Filling modern need with age-old faith life
Three Sisters perform ministry through work with home care provider
By Joanne Flemming
For three Sisters of St. Francis of the Holy Cross from Bay
Settlement, working as caregivers for a Green Bay-based business
is another means to provide ministry to God's people.
Srs. Regina Le Mere, Claudette Jeanquart and Germaine Paider work
for Home Instead Senior Care, which provides non-medical
assistance to senior citizens so they can remain in their homes.
As Sr. Paider puts it, "Instead of teaching little people in
school, we are taking care of older people and ministering to
their needs because that is the way of the Lord for us."
Steve Nooyan, a member of Our Lady of Lourdes Parish in De Pere,
opened his business in February 1997, in Green Bay. Since then he
has added branches in Appleton and Oshkosh and now employs around
Sr. Le Mere was among the first caregivers Nooyan hired. He said
he was well acquainted with the Bay Settlement Sisters because
they taught him at Holy Cross School in Bay Settlement. He hired
Sr. Jeanquart in June 1999 and Sr. Paider in March 2000.
Sr. Le Mere had more than 42 years' experience in "ministry for
the elderly." She had worked at McCormick Memorial Home for the
Aged in Green Bay as a baker, food service director, activities
director, administrator and assistant administrator. After caring
for her ill mother until her death, she wanted to continue in
Meshed mission statements
And Home Instead's mission statement meshed with that of her
After 24-plus years as a primary school teacher and religious
education coordinator, Sr. Jeanquart went into caregiving because
it was work she could leave behind when she went home. "You can
let go of the job and live a life," she said.
She paints during her time away from clients. Her father, a dairy
farmer in southern Door County, instilled in her a great
appreciation of nature and she has done art since she was a
child. The main subjects for her paintings are florals and
landscapes. She also teaches watercolor one day a week at Allouez
She has done caregiving since the mid-1980s, working at other
home care agencies in Brown County. Sr. Le Mere influenced her
decision to apply at Home Instead, but she also had seen the
business' ads and brochures.
Sr. Paider, a former teacher and pastoral associate, said she had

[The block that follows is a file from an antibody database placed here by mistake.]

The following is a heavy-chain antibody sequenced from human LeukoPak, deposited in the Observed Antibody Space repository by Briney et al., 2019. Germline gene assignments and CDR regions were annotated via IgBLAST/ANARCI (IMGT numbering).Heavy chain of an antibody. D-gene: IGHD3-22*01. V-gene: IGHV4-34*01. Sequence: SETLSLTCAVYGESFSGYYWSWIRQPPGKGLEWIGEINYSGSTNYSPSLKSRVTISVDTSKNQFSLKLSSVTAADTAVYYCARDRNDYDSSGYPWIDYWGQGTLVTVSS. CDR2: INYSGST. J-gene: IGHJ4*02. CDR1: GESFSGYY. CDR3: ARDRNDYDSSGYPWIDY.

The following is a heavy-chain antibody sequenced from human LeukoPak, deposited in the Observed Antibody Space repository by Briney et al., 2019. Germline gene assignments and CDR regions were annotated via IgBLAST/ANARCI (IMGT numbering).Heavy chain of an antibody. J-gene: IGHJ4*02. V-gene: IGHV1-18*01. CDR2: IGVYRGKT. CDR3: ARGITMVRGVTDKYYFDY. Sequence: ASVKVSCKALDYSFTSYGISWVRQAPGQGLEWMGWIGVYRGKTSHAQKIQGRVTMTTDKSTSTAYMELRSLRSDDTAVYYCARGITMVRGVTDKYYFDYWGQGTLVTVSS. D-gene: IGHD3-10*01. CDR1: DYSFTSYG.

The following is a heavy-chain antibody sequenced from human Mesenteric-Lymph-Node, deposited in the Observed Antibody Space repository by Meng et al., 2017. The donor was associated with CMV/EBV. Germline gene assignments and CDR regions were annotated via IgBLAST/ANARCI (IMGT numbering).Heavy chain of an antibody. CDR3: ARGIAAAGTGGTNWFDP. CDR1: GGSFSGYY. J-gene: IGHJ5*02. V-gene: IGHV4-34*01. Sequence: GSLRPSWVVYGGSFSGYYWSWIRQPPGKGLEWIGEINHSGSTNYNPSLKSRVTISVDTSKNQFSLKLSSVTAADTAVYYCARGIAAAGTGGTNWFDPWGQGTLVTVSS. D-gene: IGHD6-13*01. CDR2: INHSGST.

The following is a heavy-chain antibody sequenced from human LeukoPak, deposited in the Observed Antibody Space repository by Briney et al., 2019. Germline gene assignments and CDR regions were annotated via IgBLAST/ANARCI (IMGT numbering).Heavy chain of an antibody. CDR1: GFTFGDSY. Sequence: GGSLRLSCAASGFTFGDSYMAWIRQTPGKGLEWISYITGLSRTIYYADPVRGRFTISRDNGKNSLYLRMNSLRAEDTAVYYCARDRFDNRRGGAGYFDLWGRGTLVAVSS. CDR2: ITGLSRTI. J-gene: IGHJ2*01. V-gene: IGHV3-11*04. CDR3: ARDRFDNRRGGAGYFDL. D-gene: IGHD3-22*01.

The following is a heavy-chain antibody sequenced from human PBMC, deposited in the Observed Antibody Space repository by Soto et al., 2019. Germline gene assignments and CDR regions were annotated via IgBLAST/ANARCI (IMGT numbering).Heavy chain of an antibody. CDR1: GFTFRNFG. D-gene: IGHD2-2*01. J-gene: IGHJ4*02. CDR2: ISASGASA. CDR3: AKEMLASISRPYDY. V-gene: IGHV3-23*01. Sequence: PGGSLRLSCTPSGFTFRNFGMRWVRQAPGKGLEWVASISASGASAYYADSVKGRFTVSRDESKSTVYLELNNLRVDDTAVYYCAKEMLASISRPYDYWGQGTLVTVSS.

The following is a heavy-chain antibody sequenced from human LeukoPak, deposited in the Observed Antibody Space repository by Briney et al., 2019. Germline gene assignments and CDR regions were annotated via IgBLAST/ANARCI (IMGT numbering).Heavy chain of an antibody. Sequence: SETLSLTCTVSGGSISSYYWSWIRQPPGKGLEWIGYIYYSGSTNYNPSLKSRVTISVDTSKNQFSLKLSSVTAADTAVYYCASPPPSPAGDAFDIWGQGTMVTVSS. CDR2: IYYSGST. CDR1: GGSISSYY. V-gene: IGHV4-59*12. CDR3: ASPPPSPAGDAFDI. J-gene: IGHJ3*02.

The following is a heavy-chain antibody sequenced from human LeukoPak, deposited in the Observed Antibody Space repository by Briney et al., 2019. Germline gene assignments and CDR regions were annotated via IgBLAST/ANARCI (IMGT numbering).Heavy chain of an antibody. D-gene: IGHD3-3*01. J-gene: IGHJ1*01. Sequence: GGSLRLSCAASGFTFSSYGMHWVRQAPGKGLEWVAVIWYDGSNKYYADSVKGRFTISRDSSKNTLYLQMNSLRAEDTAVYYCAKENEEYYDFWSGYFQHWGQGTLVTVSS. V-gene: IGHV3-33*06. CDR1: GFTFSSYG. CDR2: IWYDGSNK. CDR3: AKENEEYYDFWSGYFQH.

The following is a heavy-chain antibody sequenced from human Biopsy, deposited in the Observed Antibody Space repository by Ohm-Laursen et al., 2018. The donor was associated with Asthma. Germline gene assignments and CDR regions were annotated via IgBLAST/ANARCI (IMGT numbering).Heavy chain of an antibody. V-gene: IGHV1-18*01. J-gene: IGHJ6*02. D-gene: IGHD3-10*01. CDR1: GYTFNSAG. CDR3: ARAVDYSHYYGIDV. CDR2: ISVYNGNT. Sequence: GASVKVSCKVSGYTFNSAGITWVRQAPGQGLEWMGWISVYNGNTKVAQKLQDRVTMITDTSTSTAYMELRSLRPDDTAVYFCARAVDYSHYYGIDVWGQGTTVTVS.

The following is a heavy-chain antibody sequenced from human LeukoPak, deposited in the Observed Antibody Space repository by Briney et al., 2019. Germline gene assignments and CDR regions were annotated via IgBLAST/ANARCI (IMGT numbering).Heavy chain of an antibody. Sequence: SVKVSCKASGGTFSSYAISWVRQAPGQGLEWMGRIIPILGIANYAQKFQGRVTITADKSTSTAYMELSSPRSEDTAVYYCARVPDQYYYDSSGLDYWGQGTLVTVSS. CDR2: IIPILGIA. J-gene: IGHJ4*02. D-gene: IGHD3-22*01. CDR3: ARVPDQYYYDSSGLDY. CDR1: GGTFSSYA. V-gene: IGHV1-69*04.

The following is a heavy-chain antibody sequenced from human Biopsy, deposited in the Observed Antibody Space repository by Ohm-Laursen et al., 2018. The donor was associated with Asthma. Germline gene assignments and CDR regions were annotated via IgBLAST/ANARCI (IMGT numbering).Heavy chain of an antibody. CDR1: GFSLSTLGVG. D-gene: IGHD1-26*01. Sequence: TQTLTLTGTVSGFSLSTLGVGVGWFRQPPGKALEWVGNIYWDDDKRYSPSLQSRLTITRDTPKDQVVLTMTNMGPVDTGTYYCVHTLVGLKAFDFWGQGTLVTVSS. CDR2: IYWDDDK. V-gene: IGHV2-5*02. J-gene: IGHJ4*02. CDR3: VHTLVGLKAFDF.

done private duty caregiving for individuals in their homes. When
she decided to look for a job, she applied at Home Instead.
The three sisters said the elderly they work with face a variety
of physical and mental problems related to aging.
Nooyan said his caregivers let his business know what hours they
are available to work. Company policy requires them to work a
minimum of three hours at a time with a client. The sisters may
work with two clients a day.
Their duties include light housework, meal preparation, shopping,
errands, driving clients to appointments and on visits to friends
and family, and serving as companions.
The sisters said there are two main reasons they do caregiving.
First, Sr. Le Mere said, is the great need.
Nooyan concurred. He said this need will continue to grow because
people are living a lot longer and because baby boomers are
beginning to age.
No new nursing home beds have been added in Wisconsin for more
than 20 years, he said. People want services in their homes,
especially when they come out of hospitals.
"There is an old saying, 'Home is where the heart is,' even if it
is a rented duplex or a private apartment," said Sr. Le Mere.
The second reason is that the sisters see caregiving as a
"Our presence there is a ministry," said Sr. Paider. "We are
really doing this because we are sisters in ministry to God's
people in the church ... We try to get them to have positive
attitudes towards their sicknesses and weaknesses ... We lift
their spirits. We like them to have as much goodness and pleasure
in life as they can."
For Sr. Le Mere, ministry is "going over and beyond what is
required. You try to make their life just a little bit better."
"Going over and beyond" can mean sitting and listening to the
clients tell their life stories, Sr. Le Mere said. It means
learning from them and it's why a special bond develops between
caregivers and their clients.
"You get so close to the inner life of the people," said Sr.
Sr. Jeanquart said her clients have taught her how to save money
and pick the best bargains when she takes them shopping for
groceries and clothing.
Caregivers, clients enriched
She said both she and her clients have been enriched when she has
taken them for drives along Green Bay and shared her love of
nature with them.
Right now she works with one client in his workshop. During the
winter, they refurbished an outdoor nativity scene. She repainted
the figures and he brushed on a protective coating. They have
built other items, like stools.
There is also the spiritual dimension, said Sr. Le Mere,
explaining that the sisters can serve as the clients' connection
to the church. She said they have taken them Communion or
escorted them to Mass or other church services.
Special moments come for the sisters when their clients tell them
how much they appreciate their efforts.
"They look you in the eye and say, 'I appreciate everything you
do for me. I don't know what I would do (without you)'," said Sr.
The hard part about being caregivers, the sisters said, is losing
"We work with them; we get close to them. Then they die on us,"
said Sr. Paider.
But some also get better and no longer require services, said Sr.
Le Mere. "You kind of hate to lose them."